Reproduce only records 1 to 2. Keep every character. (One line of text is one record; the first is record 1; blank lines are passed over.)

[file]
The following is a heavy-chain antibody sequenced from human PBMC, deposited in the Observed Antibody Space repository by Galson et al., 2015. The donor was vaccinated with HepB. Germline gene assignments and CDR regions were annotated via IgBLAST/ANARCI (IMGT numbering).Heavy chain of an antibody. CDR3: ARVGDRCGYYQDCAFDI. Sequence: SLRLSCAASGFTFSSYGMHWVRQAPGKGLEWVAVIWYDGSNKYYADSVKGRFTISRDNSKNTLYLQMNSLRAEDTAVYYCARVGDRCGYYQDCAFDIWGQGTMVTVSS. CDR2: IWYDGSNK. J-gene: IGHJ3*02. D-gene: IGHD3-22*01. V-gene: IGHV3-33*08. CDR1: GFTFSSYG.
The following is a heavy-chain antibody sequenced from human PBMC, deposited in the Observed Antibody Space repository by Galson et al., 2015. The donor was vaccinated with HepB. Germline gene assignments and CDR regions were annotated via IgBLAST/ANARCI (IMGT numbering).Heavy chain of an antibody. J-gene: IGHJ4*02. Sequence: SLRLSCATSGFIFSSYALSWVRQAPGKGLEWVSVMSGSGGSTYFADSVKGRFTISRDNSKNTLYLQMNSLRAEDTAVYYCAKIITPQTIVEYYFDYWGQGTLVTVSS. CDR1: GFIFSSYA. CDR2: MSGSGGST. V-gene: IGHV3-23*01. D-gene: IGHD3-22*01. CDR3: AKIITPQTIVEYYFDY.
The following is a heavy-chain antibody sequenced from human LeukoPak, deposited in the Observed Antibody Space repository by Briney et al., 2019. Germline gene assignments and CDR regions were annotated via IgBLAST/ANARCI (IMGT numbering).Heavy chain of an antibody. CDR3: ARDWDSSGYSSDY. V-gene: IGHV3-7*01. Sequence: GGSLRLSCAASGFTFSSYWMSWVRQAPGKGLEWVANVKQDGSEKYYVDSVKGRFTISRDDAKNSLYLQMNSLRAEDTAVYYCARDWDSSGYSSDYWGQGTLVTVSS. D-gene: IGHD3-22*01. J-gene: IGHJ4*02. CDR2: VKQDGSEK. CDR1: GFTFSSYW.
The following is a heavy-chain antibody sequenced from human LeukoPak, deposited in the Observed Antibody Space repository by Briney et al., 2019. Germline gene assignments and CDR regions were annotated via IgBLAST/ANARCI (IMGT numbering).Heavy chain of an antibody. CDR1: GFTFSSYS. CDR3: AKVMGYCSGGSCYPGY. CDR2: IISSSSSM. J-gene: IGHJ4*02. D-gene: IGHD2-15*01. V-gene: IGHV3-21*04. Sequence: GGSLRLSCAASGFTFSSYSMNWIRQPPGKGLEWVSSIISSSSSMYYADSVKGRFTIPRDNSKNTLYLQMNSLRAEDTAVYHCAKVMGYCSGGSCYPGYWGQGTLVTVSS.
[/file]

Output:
The following is a heavy-chain antibody sequenced from human PBMC, deposited in the Observed Antibody Space repository by Galson et al., 2015. The donor was vaccinated with HepB. Germline gene assignments and CDR regions were annotated via IgBLAST/ANARCI (IMGT numbering).Heavy chain of an antibody. CDR3: ARVGDRCGYYQDCAFDI. Sequence: SLRLSCAASGFTFSSYGMHWVRQAPGKGLEWVAVIWYDGSNKYYADSVKGRFTISRDNSKNTLYLQMNSLRAEDTAVYYCARVGDRCGYYQDCAFDIWGQGTMVTVSS. CDR2: IWYDGSNK. J-gene: IGHJ3*02. D-gene: IGHD3-22*01. V-gene: IGHV3-33*08. CDR1: GFTFSSYG.
The following is a heavy-chain antibody sequenced from human PBMC, deposited in the Observed Antibody Space repository by Galson et al., 2015. The donor was vaccinated with HepB. Germline gene assignments and CDR regions were annotated via IgBLAST/ANARCI (IMGT numbering).Heavy chain of an antibody. J-gene: IGHJ4*02. Sequence: SLRLSCATSGFIFSSYALSWVRQAPGKGLEWVSVMSGSGGSTYFADSVKGRFTISRDNSKNTLYLQMNSLRAEDTAVYYCAKIITPQTIVEYYFDYWGQGTLVTVSS. CDR1: GFIFSSYA. CDR2: MSGSGGST. V-gene: IGHV3-23*01. D-gene: IGHD3-22*01. CDR3: AKIITPQTIVEYYFDY.